Some say national anthem furor may actually unite us
The furor stirred by NFL players choosing to protest during the national anthem — exacerbated by President Trump's ensuing vitriol and barrage of social media attacks — has put all types of people at odds this past week in stadiums, sports bars and living rooms across America.
But perhaps there's potential amid the contention: Maybe the conversation has gotten so divisive that it could actually unite us.
That's what Henry Mallory, a 64-year-old recreational leader at West End Senior Center in Pittsburgh, pondered Wednesday afternoon while overseeing a weekly game of bingo.
“In a way, Trump's divisiveness is actually kind of bringing the country together, whether he wants it or not,” said Mallory, a former social services worker who earned degrees in communication and Africana studies at University of Pittsburgh before pursuing graduate work at Geneva College.
“It's coming together and realizing we're all in one community, and everybody wants the best for your children, no matter who you are. ... It's more so about humanity.”
At the least, Trump has spurred more dialogue between people with differing viewpoints and amplified national conversation around professional athletes' efforts to protest in the name of social justice.
That was the feeling of Mallory and several Western Pennsylvanians on Wednesday during an informal Trib survey across the Pittsburgh and Greensburg regions.
“There's a healing that needs to go on in this country,” said Mallory, “and as long as we stay in denial, it's just going to get worse.”
NOT ABOUT RACE?
Trump has asserted repeatedly that his opposition to the protests is not racially motivated and has everything to do with patriotism.
“The issue of kneeling has nothing to do with race,” Mr Trump tweeted on Monday. “It is about respect for our Country, Flag and National Anthem. NFL must respect this!”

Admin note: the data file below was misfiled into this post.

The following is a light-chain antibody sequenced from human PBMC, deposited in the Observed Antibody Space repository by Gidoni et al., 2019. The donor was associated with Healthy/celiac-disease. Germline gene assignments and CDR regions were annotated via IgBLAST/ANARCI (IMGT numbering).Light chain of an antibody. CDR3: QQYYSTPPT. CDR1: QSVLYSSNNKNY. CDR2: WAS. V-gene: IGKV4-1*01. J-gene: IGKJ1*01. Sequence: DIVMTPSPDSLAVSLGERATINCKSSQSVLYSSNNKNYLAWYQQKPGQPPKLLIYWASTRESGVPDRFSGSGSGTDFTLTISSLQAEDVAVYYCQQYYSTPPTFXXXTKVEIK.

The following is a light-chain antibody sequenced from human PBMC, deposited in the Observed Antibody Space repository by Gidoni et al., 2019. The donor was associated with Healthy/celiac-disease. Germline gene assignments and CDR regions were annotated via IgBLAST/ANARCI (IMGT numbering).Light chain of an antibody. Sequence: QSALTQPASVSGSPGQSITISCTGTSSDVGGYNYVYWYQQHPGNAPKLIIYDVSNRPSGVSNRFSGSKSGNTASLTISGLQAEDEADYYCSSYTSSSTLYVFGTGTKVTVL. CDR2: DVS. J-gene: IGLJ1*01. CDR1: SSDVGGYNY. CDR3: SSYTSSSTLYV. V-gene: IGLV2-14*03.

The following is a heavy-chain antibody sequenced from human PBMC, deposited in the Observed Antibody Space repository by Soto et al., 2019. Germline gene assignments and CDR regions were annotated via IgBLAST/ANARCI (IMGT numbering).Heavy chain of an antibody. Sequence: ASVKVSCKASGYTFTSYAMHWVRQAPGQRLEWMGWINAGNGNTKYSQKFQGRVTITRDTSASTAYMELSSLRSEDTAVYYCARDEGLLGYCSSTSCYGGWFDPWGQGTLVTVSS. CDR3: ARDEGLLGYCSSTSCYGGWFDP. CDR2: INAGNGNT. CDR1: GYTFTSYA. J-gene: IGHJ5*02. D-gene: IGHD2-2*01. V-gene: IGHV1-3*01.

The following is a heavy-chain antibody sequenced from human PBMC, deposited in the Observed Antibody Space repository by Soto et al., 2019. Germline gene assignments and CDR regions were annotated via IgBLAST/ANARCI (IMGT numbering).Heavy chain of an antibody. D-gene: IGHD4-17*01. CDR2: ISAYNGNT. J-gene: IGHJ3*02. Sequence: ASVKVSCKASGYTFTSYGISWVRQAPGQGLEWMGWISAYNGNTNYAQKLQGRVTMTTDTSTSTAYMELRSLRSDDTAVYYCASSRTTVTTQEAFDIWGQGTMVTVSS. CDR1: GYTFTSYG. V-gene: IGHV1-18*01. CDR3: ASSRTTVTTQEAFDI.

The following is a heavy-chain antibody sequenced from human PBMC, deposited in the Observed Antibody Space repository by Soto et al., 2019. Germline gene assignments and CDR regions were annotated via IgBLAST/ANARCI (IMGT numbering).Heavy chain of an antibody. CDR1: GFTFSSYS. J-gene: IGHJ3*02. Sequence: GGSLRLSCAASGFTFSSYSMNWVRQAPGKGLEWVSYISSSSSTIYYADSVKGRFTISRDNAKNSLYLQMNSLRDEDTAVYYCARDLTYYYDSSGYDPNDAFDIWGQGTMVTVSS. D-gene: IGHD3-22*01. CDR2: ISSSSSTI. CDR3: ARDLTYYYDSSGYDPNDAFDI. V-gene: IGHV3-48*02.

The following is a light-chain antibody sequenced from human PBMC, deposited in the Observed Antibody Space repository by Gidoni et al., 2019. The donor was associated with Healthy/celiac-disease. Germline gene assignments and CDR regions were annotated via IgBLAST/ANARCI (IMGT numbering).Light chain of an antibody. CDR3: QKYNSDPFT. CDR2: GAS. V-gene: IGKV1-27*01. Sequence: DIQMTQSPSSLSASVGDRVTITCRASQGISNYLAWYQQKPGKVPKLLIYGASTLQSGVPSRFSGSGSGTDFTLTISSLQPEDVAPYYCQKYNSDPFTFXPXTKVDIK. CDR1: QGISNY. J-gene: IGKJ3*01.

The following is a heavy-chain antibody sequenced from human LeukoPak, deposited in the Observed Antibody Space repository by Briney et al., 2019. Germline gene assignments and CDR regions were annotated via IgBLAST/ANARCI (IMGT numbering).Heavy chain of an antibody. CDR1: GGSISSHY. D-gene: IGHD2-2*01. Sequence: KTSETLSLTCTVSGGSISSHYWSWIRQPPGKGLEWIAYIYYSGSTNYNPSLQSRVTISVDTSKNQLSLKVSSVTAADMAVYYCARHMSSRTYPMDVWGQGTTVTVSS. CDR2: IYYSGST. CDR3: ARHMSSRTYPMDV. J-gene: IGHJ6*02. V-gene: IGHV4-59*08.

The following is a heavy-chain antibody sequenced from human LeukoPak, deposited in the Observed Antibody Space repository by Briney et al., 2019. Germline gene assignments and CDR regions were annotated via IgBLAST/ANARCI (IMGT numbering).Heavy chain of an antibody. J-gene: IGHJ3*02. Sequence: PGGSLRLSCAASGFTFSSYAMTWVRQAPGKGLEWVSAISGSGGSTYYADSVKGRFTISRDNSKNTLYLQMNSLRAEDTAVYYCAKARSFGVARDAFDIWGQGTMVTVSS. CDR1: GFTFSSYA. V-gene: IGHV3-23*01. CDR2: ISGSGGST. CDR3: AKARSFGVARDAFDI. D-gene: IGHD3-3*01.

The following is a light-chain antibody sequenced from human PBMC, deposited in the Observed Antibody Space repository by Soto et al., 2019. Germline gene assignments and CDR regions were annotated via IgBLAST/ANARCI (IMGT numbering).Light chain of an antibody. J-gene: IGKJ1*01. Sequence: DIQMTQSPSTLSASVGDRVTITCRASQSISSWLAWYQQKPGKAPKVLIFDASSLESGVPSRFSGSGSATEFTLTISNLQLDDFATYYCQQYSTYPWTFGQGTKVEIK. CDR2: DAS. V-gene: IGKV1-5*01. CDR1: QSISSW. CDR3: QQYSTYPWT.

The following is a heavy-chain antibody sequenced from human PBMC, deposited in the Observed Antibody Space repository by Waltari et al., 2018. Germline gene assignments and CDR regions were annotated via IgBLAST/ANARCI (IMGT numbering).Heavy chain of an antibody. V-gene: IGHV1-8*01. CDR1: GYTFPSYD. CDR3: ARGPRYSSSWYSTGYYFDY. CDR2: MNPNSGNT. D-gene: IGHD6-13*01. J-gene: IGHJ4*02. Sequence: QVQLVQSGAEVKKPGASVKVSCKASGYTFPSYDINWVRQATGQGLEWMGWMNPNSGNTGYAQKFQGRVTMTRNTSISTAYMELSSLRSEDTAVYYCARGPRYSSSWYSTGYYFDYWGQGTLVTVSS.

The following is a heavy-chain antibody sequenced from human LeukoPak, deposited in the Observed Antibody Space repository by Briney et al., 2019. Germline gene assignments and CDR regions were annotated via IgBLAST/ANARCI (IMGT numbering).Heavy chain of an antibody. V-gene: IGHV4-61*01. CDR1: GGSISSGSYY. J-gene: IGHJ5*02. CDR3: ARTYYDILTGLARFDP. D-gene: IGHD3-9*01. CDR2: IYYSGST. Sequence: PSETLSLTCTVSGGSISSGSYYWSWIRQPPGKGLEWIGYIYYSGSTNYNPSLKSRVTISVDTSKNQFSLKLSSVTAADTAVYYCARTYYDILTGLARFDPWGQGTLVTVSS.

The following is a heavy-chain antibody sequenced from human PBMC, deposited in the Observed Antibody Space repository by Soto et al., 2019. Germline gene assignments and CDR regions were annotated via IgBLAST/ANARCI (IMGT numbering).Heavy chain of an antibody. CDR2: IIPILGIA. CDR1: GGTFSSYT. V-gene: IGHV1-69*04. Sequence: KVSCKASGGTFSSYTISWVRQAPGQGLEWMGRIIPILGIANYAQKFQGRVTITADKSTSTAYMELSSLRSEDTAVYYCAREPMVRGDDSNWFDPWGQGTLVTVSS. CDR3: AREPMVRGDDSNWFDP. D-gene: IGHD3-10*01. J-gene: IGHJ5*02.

Like the Seattle Seahawks and Tennessee Titans, the Steelers chose to stay in the stadium tunnel Sunday, with the exception of Alejandro Villanueva, who later said his action was misinterpreted. Many fans voiced displeasure over the decision and lashed out at the team, Coach Mike Tomlin and the NFL in general. Some went so far as pledging to burn their season tickets.
“I agree with Trump; I feel the Steelers disrespected our country by not stepping on the field,” said Amanda Maines, 29, of Saltsburg. “I think the Steelers were out to get Trump, and I think that's immature. I think our country is more important than that.”
Ben Tweedie, 28, an Army veteran from Pittsburgh's Bloomfield neighborhood, said he's personally insulted by people who say the players are disrespecting veterans and deny the racial problems that spurred the protests in the first place.
“It's absolutely about race,” said Tweedie, who served seven years and did tours in Iraq and Afghanistan. “That's where it started, and that's where it should stay.”
The kneeling movement, which started with former San Francisco 49ers quarterback Colin Kaepernick, began as a protest against police brutality and racial inequality. Several players have said while kneeling during the anthem they were praying for America and eradicating injustices confronting blacks and other minorities.
“A lot of people don't want to really address it, period, but it has to be addressed,” Mallory said. “It starts with sitting down with one person expressing their views and the other person expressing their views. This is a conversation that has been long, long overdue.”
Two local incidents this week have intensified discussions linking the controversy to race: Cecil's volunteer fire chief, Paul Smith, resigned Wednesday after directing racial slurs at Tomlin on social media; and a West Deer man painted a swastika over his Steelers flag at home.